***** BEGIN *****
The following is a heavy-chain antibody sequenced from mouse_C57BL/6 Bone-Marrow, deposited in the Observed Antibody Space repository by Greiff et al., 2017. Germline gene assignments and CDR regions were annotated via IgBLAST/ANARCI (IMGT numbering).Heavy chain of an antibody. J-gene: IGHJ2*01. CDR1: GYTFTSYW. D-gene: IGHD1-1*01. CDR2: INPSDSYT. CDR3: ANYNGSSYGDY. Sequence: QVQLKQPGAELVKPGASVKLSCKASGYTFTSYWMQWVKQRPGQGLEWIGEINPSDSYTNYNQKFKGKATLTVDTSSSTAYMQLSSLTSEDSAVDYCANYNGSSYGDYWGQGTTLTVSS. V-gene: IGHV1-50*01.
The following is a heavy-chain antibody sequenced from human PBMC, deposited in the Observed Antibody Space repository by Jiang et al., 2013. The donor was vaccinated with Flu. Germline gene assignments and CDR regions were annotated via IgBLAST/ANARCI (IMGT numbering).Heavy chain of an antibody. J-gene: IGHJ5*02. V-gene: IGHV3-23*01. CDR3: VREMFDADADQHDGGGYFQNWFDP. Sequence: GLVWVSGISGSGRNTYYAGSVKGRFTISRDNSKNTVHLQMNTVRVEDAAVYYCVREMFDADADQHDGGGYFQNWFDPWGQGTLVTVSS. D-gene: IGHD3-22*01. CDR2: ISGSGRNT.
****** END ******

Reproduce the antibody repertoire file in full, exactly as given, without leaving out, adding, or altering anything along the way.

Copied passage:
The following is a heavy-chain antibody sequenced from mouse_C57BL/6 Bone-Marrow, deposited in the Observed Antibody Space repository by Greiff et al., 2017. Germline gene assignments and CDR regions were annotated via IgBLAST/ANARCI (IMGT numbering).Heavy chain of an antibody. J-gene: IGHJ2*01. CDR1: GYTFTSYW. D-gene: IGHD1-1*01. CDR2: INPSDSYT. CDR3: ANYNGSSYGDY. Sequence: QVQLKQPGAELVKPGASVKLSCKASGYTFTSYWMQWVKQRPGQGLEWIGEINPSDSYTNYNQKFKGKATLTVDTSSSTAYMQLSSLTSEDSAVDYCANYNGSSYGDYWGQGTTLTVSS. V-gene: IGHV1-50*01.
The following is a heavy-chain antibody sequenced from human PBMC, deposited in the Observed Antibody Space repository by Jiang et al., 2013. The donor was vaccinated with Flu. Germline gene assignments and CDR regions were annotated via IgBLAST/ANARCI (IMGT numbering).Heavy chain of an antibody. J-gene: IGHJ5*02. V-gene: IGHV3-23*01. CDR3: VREMFDADADQHDGGGYFQNWFDP. Sequence: GLVWVSGISGSGRNTYYAGSVKGRFTISRDNSKNTVHLQMNTVRVEDAAVYYCVREMFDADADQHDGGGYFQNWFDPWGQGTLVTVSS. D-gene: IGHD3-22*01. CDR2: ISGSGRNT.